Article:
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Why it discourages listening

If your partner starts to get the feeling that you only listen to his input to be polite—to give him he illusion that he’s heard—before you just bully him into doing things your way, he won’t even listen when you start the discussion. He knows where this is going, and it will wind up the same way whether you have this talk or don’t.

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He/she started it

The most common reason someone stops listening to his partner is that he feels she stopped listening to him, first. It can be a dizzying series of he/she started it. But that’s not helpful, of course. You can fall into a rhythm of self-centered thinking where you feel like, your partner doesn’t help energize you, by listening to you and talking you through things, so, if he isn’t giving you energy, why should you give him energy by listening to him?

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Someone needs to rise up

Like with almost any relationship dispute, the goal shouldn’t be to be right: it should be to be happy. Sometimes, you have to lead by example and be the good listener, even if your partner has been a bad one. Show him how good it feels when you tune back in, and what the relationship can be when you listen. It should make him want to do the same back for you, if he’s mature and empathetic. Sometimes, you have to stop keeping score over who has or hasn’t been the best partner, and just be the best partner you can be, to breathe energy back into this relationship.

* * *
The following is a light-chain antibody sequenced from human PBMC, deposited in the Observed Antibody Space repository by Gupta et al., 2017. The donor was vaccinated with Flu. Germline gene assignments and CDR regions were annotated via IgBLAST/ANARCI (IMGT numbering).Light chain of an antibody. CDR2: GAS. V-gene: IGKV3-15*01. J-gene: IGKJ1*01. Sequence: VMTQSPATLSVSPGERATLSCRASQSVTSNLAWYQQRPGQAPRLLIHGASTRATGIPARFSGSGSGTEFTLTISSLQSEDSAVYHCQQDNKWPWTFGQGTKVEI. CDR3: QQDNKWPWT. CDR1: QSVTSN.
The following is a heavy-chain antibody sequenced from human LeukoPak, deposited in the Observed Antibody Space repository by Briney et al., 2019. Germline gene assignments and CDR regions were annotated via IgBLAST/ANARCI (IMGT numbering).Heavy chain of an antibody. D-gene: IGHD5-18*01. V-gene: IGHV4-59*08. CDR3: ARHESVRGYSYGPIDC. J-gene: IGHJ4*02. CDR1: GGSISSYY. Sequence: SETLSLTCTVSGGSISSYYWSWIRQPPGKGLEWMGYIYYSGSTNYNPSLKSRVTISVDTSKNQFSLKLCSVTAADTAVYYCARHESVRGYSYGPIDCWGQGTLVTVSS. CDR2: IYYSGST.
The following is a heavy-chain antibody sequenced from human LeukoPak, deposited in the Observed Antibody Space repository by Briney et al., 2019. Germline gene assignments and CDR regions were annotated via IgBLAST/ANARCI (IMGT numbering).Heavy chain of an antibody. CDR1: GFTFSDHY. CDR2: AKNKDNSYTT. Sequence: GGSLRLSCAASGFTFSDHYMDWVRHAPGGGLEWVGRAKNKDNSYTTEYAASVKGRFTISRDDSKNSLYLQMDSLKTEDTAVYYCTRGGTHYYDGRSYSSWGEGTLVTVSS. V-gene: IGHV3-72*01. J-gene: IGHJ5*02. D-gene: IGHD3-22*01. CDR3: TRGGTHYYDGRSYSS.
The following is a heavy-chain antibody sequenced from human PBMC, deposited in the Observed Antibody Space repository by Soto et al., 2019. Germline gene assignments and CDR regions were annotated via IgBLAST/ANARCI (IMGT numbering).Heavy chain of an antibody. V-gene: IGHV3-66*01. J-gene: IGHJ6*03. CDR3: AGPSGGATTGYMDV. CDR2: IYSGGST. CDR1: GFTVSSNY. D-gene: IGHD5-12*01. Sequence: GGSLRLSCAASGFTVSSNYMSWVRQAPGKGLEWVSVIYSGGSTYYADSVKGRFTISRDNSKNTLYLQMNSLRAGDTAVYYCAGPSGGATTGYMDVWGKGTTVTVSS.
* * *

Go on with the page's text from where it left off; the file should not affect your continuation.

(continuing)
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Listening is everything

The moment you start making micro decisions like, “I can tune my partner out when he talks about this” or “I don’t have to pay attention when he talks to me like that” is the moment the relationship begins to unravel. Tell your partner if you don’t like the way he speaks to you about certain things so he can change and then you will be more motivated to listen. On the flipside, be conscious of your tone and what sorts of vibes you’re sending out into your relationship. When you speak, ask yourself how you’d feel if your partner spoke to you that way.